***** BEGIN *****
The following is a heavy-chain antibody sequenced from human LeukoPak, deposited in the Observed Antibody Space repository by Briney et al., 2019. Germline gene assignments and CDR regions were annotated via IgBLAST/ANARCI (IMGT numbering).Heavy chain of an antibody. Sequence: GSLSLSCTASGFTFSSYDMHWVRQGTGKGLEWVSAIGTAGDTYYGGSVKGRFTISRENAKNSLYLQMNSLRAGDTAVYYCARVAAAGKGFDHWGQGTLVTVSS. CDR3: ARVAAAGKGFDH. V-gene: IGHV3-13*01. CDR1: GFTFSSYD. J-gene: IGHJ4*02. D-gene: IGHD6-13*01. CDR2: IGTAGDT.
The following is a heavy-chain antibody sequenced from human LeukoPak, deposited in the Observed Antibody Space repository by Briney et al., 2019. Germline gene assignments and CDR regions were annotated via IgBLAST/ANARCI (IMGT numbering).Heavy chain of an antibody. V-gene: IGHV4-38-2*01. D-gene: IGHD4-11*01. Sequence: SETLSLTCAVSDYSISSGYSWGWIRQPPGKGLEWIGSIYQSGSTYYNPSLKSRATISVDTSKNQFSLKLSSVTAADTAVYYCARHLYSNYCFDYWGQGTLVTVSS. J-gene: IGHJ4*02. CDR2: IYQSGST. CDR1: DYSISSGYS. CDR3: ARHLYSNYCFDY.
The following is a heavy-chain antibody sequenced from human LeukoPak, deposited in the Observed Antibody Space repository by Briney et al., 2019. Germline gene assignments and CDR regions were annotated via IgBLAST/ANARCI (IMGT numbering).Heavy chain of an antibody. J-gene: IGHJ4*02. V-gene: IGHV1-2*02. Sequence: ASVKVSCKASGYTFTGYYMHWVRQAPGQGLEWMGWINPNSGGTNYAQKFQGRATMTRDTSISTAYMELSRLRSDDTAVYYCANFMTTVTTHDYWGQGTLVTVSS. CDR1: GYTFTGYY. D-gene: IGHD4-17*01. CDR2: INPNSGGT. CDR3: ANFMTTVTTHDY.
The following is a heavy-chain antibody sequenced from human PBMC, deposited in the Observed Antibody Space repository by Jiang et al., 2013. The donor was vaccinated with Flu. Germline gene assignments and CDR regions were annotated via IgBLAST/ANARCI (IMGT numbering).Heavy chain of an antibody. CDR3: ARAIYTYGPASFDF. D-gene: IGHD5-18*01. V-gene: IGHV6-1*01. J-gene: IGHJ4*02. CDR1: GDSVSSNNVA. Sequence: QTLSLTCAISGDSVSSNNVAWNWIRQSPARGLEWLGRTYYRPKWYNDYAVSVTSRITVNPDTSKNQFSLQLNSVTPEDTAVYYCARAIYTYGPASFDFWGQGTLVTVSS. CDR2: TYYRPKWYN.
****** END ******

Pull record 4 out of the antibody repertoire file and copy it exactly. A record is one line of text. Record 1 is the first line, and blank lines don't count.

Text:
The following is a heavy-chain antibody sequenced from human PBMC, deposited in the Observed Antibody Space repository by Jiang et al., 2013. The donor was vaccinated with Flu. Germline gene assignments and CDR regions were annotated via IgBLAST/ANARCI (IMGT numbering).Heavy chain of an antibody. CDR3: ARAIYTYGPASFDF. D-gene: IGHD5-18*01. V-gene: IGHV6-1*01. J-gene: IGHJ4*02. CDR1: GDSVSSNNVA. Sequence: QTLSLTCAISGDSVSSNNVAWNWIRQSPARGLEWLGRTYYRPKWYNDYAVSVTSRITVNPDTSKNQFSLQLNSVTPEDTAVYYCARAIYTYGPASFDFWGQGTLVTVSS. CDR2: TYYRPKWYN.